At any rate, follow the instructions on your range hood directions to connect the electrical wiring properly.

Typically, there is a black wire, a white wire, and a green wire. Connect the black supply wire to the black wire on the range hood and the white supply wire to the white wire on the hood. Lastly, connect the ground wire to the green screw on the range hood as per the instructions. 

Install the Light Bulb and Perform a Practice Run 

Your final step is to install the light bulb on the range hood and perform a practice run. Ensure that the power is turned on to the hood and hit the ON switch. Your ductless range hood will turn on, and you should hear a fan startup inside the hood. 

Double-check the surface parts of the hood to make sure you remove all the tape and insulation used to hold pieces in place. You should also make sure that the filter is correctly installed so that your hood can do its job. 

You would follow a similar procedure with a ducted range hood with the added step of installing a vent. Vents can be easy to install, or they can be an absolute pain in the neck. It depends entirely on the size of the vent pipe and how easy it is to get through an outside wall or roof.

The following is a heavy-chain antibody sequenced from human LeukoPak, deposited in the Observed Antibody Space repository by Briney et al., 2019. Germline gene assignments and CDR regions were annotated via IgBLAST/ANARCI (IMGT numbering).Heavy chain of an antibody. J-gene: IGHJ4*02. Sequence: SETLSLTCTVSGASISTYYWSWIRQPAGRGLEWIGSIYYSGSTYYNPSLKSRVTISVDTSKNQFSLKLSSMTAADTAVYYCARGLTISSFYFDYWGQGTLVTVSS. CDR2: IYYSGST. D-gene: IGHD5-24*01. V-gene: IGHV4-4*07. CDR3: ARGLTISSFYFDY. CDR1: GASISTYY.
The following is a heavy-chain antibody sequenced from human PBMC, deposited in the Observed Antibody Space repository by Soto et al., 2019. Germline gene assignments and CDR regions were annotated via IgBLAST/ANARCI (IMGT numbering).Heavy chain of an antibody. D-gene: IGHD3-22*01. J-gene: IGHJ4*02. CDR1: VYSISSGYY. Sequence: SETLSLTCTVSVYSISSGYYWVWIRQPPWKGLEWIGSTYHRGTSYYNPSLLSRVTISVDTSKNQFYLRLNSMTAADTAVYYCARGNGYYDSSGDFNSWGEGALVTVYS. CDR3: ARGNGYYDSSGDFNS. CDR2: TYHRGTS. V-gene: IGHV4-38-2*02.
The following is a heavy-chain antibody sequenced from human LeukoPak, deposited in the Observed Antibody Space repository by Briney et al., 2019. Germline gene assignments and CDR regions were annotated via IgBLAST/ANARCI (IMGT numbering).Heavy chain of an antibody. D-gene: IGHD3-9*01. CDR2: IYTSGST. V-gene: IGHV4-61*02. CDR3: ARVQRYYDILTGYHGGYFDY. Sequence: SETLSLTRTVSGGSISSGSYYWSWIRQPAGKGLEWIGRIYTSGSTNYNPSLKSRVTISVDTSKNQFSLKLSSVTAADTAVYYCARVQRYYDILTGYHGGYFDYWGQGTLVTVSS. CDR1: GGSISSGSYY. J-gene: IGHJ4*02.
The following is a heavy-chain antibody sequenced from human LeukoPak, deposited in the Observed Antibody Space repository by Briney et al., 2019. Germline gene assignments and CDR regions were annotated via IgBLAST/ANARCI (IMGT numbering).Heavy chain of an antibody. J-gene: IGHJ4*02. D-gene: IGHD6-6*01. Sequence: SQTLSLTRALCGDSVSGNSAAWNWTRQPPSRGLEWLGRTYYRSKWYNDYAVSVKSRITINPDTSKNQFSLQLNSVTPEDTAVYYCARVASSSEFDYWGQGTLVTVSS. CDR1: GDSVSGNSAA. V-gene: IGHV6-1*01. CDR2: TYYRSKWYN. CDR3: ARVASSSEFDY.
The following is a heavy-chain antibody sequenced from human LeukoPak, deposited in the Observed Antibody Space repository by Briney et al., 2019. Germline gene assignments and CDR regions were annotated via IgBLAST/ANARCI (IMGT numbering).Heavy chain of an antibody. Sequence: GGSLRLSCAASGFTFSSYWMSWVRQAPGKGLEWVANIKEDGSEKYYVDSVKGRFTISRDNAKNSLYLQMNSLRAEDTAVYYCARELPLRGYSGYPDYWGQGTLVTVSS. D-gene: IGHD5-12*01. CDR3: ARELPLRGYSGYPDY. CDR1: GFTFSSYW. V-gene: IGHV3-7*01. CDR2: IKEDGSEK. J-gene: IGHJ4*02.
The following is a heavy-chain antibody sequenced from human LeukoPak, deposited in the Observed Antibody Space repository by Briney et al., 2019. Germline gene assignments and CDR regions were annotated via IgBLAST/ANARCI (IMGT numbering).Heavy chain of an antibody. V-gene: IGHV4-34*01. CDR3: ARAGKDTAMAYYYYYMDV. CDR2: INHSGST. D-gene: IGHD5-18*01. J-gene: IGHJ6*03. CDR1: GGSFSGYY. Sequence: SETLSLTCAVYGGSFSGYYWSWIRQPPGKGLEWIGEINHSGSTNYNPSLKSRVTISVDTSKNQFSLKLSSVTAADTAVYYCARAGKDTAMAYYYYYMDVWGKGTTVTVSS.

Under The Hood

Photo by Pete Bleyer

Ducted or not? Venting the polluted air out of your house is always preferable to recirculating it. Recirculating fans use charcoal filters to clean the air and release it back into the house when ducting to the outside is impossible, as in many apartment buildings. When it’s the only option, a recirculating hood is better than no ventilation at all, but this type should never be used with pro-style appliances.